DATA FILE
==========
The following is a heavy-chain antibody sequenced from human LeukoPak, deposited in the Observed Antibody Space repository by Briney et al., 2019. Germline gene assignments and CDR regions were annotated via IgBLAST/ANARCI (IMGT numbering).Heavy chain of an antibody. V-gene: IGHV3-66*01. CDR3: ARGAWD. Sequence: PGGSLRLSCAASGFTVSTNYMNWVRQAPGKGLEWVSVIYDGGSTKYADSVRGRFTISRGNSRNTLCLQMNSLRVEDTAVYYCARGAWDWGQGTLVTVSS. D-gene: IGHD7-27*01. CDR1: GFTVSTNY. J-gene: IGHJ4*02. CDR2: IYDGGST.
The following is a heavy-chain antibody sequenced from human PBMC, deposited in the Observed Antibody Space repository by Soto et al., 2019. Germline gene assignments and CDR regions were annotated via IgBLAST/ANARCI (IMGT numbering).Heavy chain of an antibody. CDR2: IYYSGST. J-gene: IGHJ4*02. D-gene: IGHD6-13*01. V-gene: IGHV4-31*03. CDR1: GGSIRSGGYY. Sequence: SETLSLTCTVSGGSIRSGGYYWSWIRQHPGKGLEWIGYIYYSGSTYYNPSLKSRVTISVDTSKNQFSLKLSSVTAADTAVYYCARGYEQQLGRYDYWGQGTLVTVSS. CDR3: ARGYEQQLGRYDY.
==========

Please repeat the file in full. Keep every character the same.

The following is a heavy-chain antibody sequenced from human LeukoPak, deposited in the Observed Antibody Space repository by Briney et al., 2019. Germline gene assignments and CDR regions were annotated via IgBLAST/ANARCI (IMGT numbering).Heavy chain of an antibody. V-gene: IGHV3-66*01. CDR3: ARGAWD. Sequence: PGGSLRLSCAASGFTVSTNYMNWVRQAPGKGLEWVSVIYDGGSTKYADSVRGRFTISRGNSRNTLCLQMNSLRVEDTAVYYCARGAWDWGQGTLVTVSS. D-gene: IGHD7-27*01. CDR1: GFTVSTNY. J-gene: IGHJ4*02. CDR2: IYDGGST.
The following is a heavy-chain antibody sequenced from human PBMC, deposited in the Observed Antibody Space repository by Soto et al., 2019. Germline gene assignments and CDR regions were annotated via IgBLAST/ANARCI (IMGT numbering).Heavy chain of an antibody. CDR2: IYYSGST. J-gene: IGHJ4*02. D-gene: IGHD6-13*01. V-gene: IGHV4-31*03. CDR1: GGSIRSGGYY. Sequence: SETLSLTCTVSGGSIRSGGYYWSWIRQHPGKGLEWIGYIYYSGSTYYNPSLKSRVTISVDTSKNQFSLKLSSVTAADTAVYYCARGYEQQLGRYDYWGQGTLVTVSS. CDR3: ARGYEQQLGRYDY.